Continued from my post on my Pre-Surgery Nightmare…
My surgeon decided, a few days before my scheduled gastrojejunostomy (GJ tube) surgery, that my weight was too low to chance surgery. After fighting, crying, and refusing a third NJ tube placement, I had to get a PICC line placed. They told me it was the only way other than a NJ tube to get my weight and nutrition markers up to their standards. Keep in mind I had gone to my surgeon that morning with my father to try to straighten things out and ended up whisked to the bowels of the hospital to get the NJ tube placed, then freaked out and refused. At this point I was a complete terrified mess. I don’t know what I would have done without my father there. So anything they suggested that wasn’t a tube down my nose and would get me approved for surgery, and even though I had heard that getting nutrition though a PICC was serious business, I accepted. Looking back I’m still not sure I made the right choice.
On February 6, 2014, I was admitted to the hospital for severe malnutrition and to get my PICC line placed. By the time I was actually in a room it was apparently too late for the nurses that were specially trained to insert said PICC to come. It’s hard to explain my total despair. I had a panic attack and couldn’t stop crying. My dad sat by my hospital bed and prayed with me and read from the Bible until I calmed down and fell asleep. I can’t thank him enough for that, I’m sure it was horrible for him too, but he helped me get through it. He stayed with me all day until my fiancé got out of work and came to replace him.
The next day, I had my PICC line placed. PICC stands for Peripherally Inserted Central Catheter. It’s like having a permanent IV line, but it’s inserted through a median vein in the arm, located first by an ultrasound machine, and run up through the chest to rest in the superior vena cava. An x-ray in used to verify the placement. Here’s mine:
The line has two ports, one for things to go in (TPN, IV fluids, medication, etc) and one for blood to be drawn. It sounded okay to me, and that meant I wouldn’t have to have an IV placed for a while, and no needle sticks, hooray! Mine was placed in the crook of my left arm and then taped really heavily so it wouldn’t pull out. Of my heart. It’s better to just not think about things like that.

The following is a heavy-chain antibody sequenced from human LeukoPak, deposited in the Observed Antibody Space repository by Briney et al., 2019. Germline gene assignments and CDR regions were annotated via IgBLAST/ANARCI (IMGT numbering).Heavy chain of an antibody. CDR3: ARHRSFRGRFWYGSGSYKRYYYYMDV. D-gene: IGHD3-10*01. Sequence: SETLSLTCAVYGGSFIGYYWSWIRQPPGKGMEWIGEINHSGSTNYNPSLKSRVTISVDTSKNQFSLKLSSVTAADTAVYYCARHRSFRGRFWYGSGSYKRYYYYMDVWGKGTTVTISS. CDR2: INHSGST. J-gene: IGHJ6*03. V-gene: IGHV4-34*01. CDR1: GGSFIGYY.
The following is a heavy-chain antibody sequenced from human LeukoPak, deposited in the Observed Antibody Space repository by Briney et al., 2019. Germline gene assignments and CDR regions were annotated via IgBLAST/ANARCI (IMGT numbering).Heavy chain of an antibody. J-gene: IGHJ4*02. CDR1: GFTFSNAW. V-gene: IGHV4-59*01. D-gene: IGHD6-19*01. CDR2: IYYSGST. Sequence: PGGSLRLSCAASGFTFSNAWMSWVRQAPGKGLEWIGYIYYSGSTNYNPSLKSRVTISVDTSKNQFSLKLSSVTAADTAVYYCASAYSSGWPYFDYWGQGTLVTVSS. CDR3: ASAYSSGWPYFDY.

It was NOT okay.
For starters, I had to wait another day for the correct TPN solution to be mixed and brought to my room. TPN stands for Total Parenteral Nutrition. Parenteral Nutrition goes into the body in a manner other than the digestive tract. Enteral Nutrition goes into the digestive tract, i.e. feeding tubes. TPN is started very slowly and the patient has to be monitored for a few days to avoid refeeding syndrome. My first bag was a standard solution that can be given to anyone with basic electrolytes and dextrose, started at a slow rate and slowly increased. I was started on a 24 hour cycle. The next day I was given a TPN bag formulated to my needs with the addition of lipids. I was kept in the hospital until Tuesday at 5 on a continuous infusion. The nurses tested my blood sugar every couple of hours and I had blood drawn a few times a day. I was given IV potassium twice to correct my low potassium levels.
I’m not particularly proud of this, but I raged against every second that they kept me in the hospital. The nurses and doctors kept telling me horror stories about refeeding syndrome. Refeeding syndrome basically means that if you are malnourished for a long period of time and suddenly start receiving normal nourishment, you can get severe electrolyte imbalances, which can cause your heart to give out. It can be lethal. It was first described in American prisoners of war that were released from Japanese prison camps into American custody. At the time, I was so stressed and freaked out that all I could think about was getting out of the hospital, and I tried unsuccessfully to convince them to discharge me.
I was really angry that they had let me believe everything was fine and that I was going to have my surgery and then suddenly I was too sick for it? I was afraid, felt tricked and trapped, and felt like my doctors had no idea what they were doing (still struggling with that one). I knew I was really sick, but it’s weird, I would be kind of getting by at home, at least surviving, and then once I was admitted to the hospital they were worried about everything. It was a strange feeling, thinking that all these things were wrong with me that were severe enough for them to keep me in the hospital once I got admitted. Apparently not worried enough to actually fix the problem, since it took two years for them to place the feeding tube.
Please read more about my TPN experience in my TPN/PICC Line Post #2 – TPN at Home